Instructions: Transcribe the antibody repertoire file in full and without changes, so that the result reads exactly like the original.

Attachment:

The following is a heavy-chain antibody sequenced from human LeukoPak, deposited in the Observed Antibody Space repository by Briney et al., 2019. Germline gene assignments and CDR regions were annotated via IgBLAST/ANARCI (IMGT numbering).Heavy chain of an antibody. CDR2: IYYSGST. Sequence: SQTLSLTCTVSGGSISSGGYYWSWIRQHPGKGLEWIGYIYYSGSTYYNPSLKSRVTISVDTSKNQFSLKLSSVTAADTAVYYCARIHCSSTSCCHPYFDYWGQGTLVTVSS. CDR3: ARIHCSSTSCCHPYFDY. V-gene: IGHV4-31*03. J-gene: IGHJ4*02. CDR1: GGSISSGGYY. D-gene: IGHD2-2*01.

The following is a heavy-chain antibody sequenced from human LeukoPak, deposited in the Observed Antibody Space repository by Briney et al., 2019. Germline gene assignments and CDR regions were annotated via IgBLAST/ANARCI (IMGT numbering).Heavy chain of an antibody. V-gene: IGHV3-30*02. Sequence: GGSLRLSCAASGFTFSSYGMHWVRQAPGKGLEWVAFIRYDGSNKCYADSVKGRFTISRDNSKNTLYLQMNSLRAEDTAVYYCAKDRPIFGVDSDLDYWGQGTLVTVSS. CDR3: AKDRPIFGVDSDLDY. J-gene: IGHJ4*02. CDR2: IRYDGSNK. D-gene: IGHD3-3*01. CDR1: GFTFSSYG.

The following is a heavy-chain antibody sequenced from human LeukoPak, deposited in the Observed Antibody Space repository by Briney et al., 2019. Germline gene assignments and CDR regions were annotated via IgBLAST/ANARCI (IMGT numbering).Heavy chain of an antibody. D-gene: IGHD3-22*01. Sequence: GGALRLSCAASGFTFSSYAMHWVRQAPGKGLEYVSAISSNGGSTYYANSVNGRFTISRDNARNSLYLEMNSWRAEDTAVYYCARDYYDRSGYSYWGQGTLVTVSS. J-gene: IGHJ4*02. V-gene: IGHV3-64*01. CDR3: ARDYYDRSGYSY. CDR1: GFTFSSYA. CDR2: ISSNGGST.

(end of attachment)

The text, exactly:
The following is a heavy-chain antibody sequenced from human LeukoPak, deposited in the Observed Antibody Space repository by Briney et al., 2019. Germline gene assignments and CDR regions were annotated via IgBLAST/ANARCI (IMGT numbering).Heavy chain of an antibody. CDR2: IYYSGST. Sequence: SQTLSLTCTVSGGSISSGGYYWSWIRQHPGKGLEWIGYIYYSGSTYYNPSLKSRVTISVDTSKNQFSLKLSSVTAADTAVYYCARIHCSSTSCCHPYFDYWGQGTLVTVSS. CDR3: ARIHCSSTSCCHPYFDY. V-gene: IGHV4-31*03. J-gene: IGHJ4*02. CDR1: GGSISSGGYY. D-gene: IGHD2-2*01.

The following is a heavy-chain antibody sequenced from human LeukoPak, deposited in the Observed Antibody Space repository by Briney et al., 2019. Germline gene assignments and CDR regions were annotated via IgBLAST/ANARCI (IMGT numbering).Heavy chain of an antibody. V-gene: IGHV3-30*02. Sequence: GGSLRLSCAASGFTFSSYGMHWVRQAPGKGLEWVAFIRYDGSNKCYADSVKGRFTISRDNSKNTLYLQMNSLRAEDTAVYYCAKDRPIFGVDSDLDYWGQGTLVTVSS. CDR3: AKDRPIFGVDSDLDY. J-gene: IGHJ4*02. CDR2: IRYDGSNK. D-gene: IGHD3-3*01. CDR1: GFTFSSYG.

The following is a heavy-chain antibody sequenced from human LeukoPak, deposited in the Observed Antibody Space repository by Briney et al., 2019. Germline gene assignments and CDR regions were annotated via IgBLAST/ANARCI (IMGT numbering).Heavy chain of an antibody. D-gene: IGHD3-22*01. Sequence: GGALRLSCAASGFTFSSYAMHWVRQAPGKGLEYVSAISSNGGSTYYANSVNGRFTISRDNARNSLYLEMNSWRAEDTAVYYCARDYYDRSGYSYWGQGTLVTVSS. J-gene: IGHJ4*02. V-gene: IGHV3-64*01. CDR3: ARDYYDRSGYSY. CDR1: GFTFSSYA. CDR2: ISSNGGST.